akitsu springsKiju (Yoshishige) Yoshida is best remembered for his extraordinary run of avant-garde masterpieces in the late 1960s and early 1970s, but even he had to cut his teeth on Shochiku’s speciality genre – the romantic melodrama. Adapted from a best selling novel, Akitsu Springs (秋津温泉, Akitsu Onsen) is hardly an original tale in its doom laden reflection of the hopelessness and inertia of the post-war world as depicted in the frustrated love story of a self sacrificing woman and self destructive man, but Yoshida elevates the material through his characteristically beautiful compositions and full use of the particularly lush colour palate.

At the very end of the war, consumptive student Shusaku (Hiroyuki Nagato) finds his aunt’s house destroyed by aerial bombing. Attempting to find her but proving too ill to go on, Shusaku is taken to a nearby inn by a good samaritan where he first encounters the innkeeper’s daughter, Shinko (Mariko Okada). Despite her mother’s protestations, Shinko takes a shine to Shusaku and is determined to nurse him back to health. Shusaku, however, is a gloomy sort of boy and, ironically, longs only for death. Though the pair fall in love their youthful romance is forever tinged with darkness as Shusaku declares his love not with a ring but with a rope – he asks Shinko for that most classically theatrical of unions in proposing a double suicide.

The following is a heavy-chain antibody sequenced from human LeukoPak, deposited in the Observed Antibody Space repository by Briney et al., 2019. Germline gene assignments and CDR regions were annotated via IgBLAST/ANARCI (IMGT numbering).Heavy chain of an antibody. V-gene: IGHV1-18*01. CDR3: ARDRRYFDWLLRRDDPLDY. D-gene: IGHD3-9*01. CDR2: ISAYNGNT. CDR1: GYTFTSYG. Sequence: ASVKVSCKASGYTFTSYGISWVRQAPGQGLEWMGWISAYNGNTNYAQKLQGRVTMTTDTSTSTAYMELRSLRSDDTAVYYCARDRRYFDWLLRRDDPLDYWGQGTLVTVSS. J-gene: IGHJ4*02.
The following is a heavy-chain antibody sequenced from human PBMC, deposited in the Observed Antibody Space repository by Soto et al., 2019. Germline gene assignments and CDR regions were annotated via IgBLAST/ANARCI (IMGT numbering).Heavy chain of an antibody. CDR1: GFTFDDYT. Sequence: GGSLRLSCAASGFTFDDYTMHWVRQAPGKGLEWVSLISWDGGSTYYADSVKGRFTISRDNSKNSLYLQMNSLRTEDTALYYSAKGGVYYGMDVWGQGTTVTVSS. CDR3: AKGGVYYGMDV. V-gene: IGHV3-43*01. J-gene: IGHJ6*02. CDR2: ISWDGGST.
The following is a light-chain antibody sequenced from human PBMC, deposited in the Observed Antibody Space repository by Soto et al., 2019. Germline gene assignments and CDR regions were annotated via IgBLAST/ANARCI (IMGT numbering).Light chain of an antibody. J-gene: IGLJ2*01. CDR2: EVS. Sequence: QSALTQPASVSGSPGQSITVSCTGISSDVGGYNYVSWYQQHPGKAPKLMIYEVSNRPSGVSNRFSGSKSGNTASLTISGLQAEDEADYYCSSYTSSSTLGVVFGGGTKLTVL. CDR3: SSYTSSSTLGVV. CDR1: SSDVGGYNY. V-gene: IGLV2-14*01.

Shinko agrees, but is not quite ready to die. In another dose of irony, Shinko’s tears of fear and despair on hearing the Emperor’s final wartime broadcast confirming his surrender inspire Shusaku to want to live but the pair are eventually separated. Reuniting and parting over and over again, their complicated love story repeats itself over a period of seventeen years but the painful spectre of the past refuses to allow either of them the freedom to move beyond Akitsu Springs.

Mariko Okada was only 29 in 1962, but she’d already worked with some of the best directors of the age including Ozu whose An Autumn Afternoon was released the same year, and Naruse in Floating Clouds which has something of a narrative similarity to Akitsu Springs. This prestige picture was her 100th screen appearance for which she also took a producer credit. Despite the obvious importance attached to both of these elements, the studio took a chance on a rookie director with only three films under his belt. Two years later Okada would become Yoshida’s wife and go on to star in some of his most important pictures including Eros + Massacre and Heroic Purgatory. At first glance her role here is a conventional one – a love lorn, melancholy woman unable to let the ghost of a failed romance die, but Okada’s work is extraordinary as Shinko travels from flighty teen to rueful middle aged woman, hollowed out and robbed of any sense of hope.